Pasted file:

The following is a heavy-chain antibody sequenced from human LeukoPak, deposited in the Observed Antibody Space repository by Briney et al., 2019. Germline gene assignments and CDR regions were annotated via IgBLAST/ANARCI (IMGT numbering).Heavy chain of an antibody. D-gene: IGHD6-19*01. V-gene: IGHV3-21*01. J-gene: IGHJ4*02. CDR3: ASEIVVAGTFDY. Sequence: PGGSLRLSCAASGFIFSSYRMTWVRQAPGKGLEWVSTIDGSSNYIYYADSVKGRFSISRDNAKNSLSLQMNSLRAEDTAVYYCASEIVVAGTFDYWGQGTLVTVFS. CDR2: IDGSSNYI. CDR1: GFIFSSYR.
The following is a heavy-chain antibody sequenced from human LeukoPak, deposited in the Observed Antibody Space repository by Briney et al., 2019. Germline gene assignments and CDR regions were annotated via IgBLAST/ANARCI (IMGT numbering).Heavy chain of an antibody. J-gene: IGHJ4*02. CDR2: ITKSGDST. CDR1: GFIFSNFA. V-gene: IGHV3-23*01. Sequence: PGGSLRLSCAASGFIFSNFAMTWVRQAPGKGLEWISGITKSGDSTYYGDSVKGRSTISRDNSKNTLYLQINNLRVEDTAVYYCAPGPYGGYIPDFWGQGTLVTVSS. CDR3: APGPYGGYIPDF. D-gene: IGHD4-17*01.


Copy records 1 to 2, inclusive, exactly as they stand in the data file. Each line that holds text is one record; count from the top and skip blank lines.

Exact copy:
The following is a heavy-chain antibody sequenced from human LeukoPak, deposited in the Observed Antibody Space repository by Briney et al., 2019. Germline gene assignments and CDR regions were annotated via IgBLAST/ANARCI (IMGT numbering).Heavy chain of an antibody. D-gene: IGHD6-19*01. V-gene: IGHV3-21*01. J-gene: IGHJ4*02. CDR3: ASEIVVAGTFDY. Sequence: PGGSLRLSCAASGFIFSSYRMTWVRQAPGKGLEWVSTIDGSSNYIYYADSVKGRFSISRDNAKNSLSLQMNSLRAEDTAVYYCASEIVVAGTFDYWGQGTLVTVFS. CDR2: IDGSSNYI. CDR1: GFIFSSYR.
The following is a heavy-chain antibody sequenced from human LeukoPak, deposited in the Observed Antibody Space repository by Briney et al., 2019. Germline gene assignments and CDR regions were annotated via IgBLAST/ANARCI (IMGT numbering).Heavy chain of an antibody. J-gene: IGHJ4*02. CDR2: ITKSGDST. CDR1: GFIFSNFA. V-gene: IGHV3-23*01. Sequence: PGGSLRLSCAASGFIFSNFAMTWVRQAPGKGLEWISGITKSGDSTYYGDSVKGRSTISRDNSKNTLYLQINNLRVEDTAVYYCAPGPYGGYIPDFWGQGTLVTVSS. CDR3: APGPYGGYIPDF. D-gene: IGHD4-17*01.